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PM Kishida focuses on “Kantei-led” diplomacy

By Nagahara Shingo

 

Prime Minister Kishida Fumio has demonstrated he would like the Kantei to take the lead in diplomacy. In the former Abe Shinzo administration, Abe and the bureaucrats in the Prime Minister’s Office [Kantei] took the lead in diplomacy, while the previous Suga Yoshihide administration had the Foreign Ministry lead diplomacy.

 

As Kishida is the longest-serving foreign minister in the postwar era, he has a network of contacts in many countries. Kishida has been steadily laying the groundwork to consolidate his style of diplomacy by appointing Foreign Minister Hayashi Yoshimasa, who is the second-ranking lawmaker in the Kishida faction (Kochikai) and most trusted by Kishida.

 

“The Kantei should take the lead in diplomacy,” Abe advised Kishida after he took office. Kishida served as foreign minister in the Abe administration.

 

During the second Abe administration, which started in 2012, the Kantei took the lead in diplomacy. Abe built a trust relationship with foreign leaders such as former U.S. President Donald Trump and Russian President Vladimir Putin and promoted the “Free and Open Indo-Pacific” initiative.

 

At the same time, Abe appointed Kitamura Shigeru from the National Policy Agency, whom Abe highly trusts, as secretary-general of the National Security Secretariat (NSS), which is the control center for diplomacy and security.

 

In diplomacy with Russia and China, Abe’s aides from the Ministry of Economy, Trade and Industry, such as Imai Takaya and others, increased their presence. Imai served as Abe’s private secretary.

 

In contrast, the previous Suga administration returned to the bottom-up style of diplomacy led by the foreign ministry. Suga appointed Akiba Takeo from the Foreign Ministry as the NSS secretary-general. Due to the spread of COVID-19, the Kantei had a smaller presence in diplomacy than it did during the Abe administration.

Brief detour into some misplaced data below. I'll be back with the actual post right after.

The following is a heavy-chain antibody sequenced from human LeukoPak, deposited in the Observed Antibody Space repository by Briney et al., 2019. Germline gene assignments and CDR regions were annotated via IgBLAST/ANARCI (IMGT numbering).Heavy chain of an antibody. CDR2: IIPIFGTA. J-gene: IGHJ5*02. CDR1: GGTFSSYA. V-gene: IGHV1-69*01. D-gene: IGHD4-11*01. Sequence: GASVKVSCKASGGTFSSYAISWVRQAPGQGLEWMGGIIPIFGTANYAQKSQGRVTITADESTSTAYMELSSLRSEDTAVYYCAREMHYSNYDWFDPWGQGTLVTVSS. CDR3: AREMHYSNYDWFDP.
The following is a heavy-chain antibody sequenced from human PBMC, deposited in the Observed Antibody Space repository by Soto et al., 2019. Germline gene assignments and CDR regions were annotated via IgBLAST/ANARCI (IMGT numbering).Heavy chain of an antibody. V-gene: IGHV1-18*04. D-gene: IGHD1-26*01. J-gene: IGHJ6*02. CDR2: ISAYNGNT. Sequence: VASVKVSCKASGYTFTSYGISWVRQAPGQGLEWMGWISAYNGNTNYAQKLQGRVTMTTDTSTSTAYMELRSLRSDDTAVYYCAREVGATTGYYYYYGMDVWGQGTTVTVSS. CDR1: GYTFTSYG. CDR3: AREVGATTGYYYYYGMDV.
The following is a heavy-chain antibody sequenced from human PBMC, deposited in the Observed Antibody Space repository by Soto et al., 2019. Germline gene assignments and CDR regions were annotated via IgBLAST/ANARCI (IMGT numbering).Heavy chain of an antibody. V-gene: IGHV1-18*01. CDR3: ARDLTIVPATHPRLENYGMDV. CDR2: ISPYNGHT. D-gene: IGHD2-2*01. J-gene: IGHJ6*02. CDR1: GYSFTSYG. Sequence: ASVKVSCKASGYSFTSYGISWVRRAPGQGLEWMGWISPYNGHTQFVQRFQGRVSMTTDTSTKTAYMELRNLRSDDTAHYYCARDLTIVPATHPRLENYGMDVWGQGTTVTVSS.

As Kishida served as foreign minister for four years and eight months, the longest continuous term in the postwar era, he, like Abe, has connections with many foreign leaders.

 

On Nov. 2, Kishida made first foreign trip to attend the 26th Conference of the Parties to the United Nations Framework Convention on Climate Change (COP26) summit-level meeting in the UK. He received a warm welcome from British Prime Minister Boris Johnson, who also served as foreign minister. During COP26, there were times when Kishida was surrounded by leaders of various countries, drawing crowds.

 

As for the U.S., Japan’s ally, since Kishida was foreign minister during the administration of President Barack Obama from the Democratic Party, he has American contacts, including former Secretary of State John Kerry, who serves as special presidential envoy for climate in the Biden administration.

 

“I am proud of having engaged in diplomacy for four years and eight months,” Kishida told his close associates. “I want to conduct ‘Kantei-led’ diplomacy.” The appointment of Hayashi as foreign minister, who is close to Kishida, also signals his desire to take control of the Foreign Ministry and advance diplomacy integral with the Kantei. 

 

On the other hand, it is unclear who will take over the roles played by Imai and Kitamura under the Abe administration. Kishida’s future challenge will be to create a system in the Kantei to develop diplomacy under his leadership.

 

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